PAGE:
Almost a century ago, US Vice Consul Robert W. Imbrie died in Iran at the hands of a mob. The implications reached far beyond Iran’s capital city. Michael Zirinsky reports for the latest issue of The Foreign Service Journal.
On Friday, June 22, 1956, my suburban New York family arrived in Tehran. The next day my father began his Cold War job as counsel to the U.S. Army Corps of Engineers Gulf District supervising construction contracts for Iran, Pakistan and Afghanistan.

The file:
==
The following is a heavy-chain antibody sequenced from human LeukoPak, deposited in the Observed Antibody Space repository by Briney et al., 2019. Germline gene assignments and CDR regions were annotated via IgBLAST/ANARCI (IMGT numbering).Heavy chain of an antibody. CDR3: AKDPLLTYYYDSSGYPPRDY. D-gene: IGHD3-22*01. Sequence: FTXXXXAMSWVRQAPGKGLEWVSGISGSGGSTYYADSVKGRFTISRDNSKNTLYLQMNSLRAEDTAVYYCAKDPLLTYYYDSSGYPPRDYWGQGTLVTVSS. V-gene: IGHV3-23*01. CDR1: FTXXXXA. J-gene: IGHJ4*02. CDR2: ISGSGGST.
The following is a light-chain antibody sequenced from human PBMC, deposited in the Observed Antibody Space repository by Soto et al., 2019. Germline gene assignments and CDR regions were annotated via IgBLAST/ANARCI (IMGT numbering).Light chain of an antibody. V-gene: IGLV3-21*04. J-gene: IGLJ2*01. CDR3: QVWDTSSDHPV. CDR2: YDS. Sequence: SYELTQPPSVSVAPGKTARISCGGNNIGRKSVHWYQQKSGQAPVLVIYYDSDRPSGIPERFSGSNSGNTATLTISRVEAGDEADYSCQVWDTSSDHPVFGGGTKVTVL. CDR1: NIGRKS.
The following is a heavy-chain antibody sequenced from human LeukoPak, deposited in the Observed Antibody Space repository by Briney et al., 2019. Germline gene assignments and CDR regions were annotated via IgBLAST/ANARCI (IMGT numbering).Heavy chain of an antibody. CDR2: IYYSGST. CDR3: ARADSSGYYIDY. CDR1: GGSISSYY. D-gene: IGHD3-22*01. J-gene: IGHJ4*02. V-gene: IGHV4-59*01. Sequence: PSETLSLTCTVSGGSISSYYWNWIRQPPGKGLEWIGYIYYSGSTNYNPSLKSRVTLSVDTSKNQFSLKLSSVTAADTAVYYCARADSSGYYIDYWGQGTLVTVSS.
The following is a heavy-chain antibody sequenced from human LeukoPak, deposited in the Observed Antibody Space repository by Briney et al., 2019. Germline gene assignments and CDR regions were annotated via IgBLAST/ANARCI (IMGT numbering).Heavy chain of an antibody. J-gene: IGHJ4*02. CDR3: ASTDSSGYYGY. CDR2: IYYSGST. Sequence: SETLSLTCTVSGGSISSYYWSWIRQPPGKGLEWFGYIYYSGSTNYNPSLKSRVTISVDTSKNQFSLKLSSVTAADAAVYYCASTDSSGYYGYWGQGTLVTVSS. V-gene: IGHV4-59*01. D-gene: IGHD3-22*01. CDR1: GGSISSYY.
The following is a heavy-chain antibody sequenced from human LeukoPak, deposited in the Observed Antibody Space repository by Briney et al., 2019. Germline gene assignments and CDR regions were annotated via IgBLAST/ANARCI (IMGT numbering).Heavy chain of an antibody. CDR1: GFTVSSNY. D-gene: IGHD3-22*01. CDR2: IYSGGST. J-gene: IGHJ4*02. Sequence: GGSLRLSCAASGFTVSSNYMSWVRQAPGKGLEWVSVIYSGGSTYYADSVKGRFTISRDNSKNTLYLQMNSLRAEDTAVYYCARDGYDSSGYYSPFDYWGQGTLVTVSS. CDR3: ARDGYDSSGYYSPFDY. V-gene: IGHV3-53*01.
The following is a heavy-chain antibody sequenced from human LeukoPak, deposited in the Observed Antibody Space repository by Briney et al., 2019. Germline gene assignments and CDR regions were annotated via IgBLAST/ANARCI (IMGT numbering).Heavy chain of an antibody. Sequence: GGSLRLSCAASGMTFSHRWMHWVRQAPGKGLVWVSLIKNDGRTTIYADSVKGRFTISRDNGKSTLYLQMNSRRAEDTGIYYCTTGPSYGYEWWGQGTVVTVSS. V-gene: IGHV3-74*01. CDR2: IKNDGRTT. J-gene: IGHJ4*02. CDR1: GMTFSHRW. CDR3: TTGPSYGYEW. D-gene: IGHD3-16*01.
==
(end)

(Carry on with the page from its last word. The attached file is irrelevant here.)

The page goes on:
In September I began ninth grade at the American Presbyterian Mission’s Community School. Soon afterward, an uncle sent me his old Rolleiflex camera, a present for my 14th birthday.
As I readied it for use, my parents warned me strongly, “Do not take pictures in public!” They had heard that an American diplomat had been killed years earlier for doing so.
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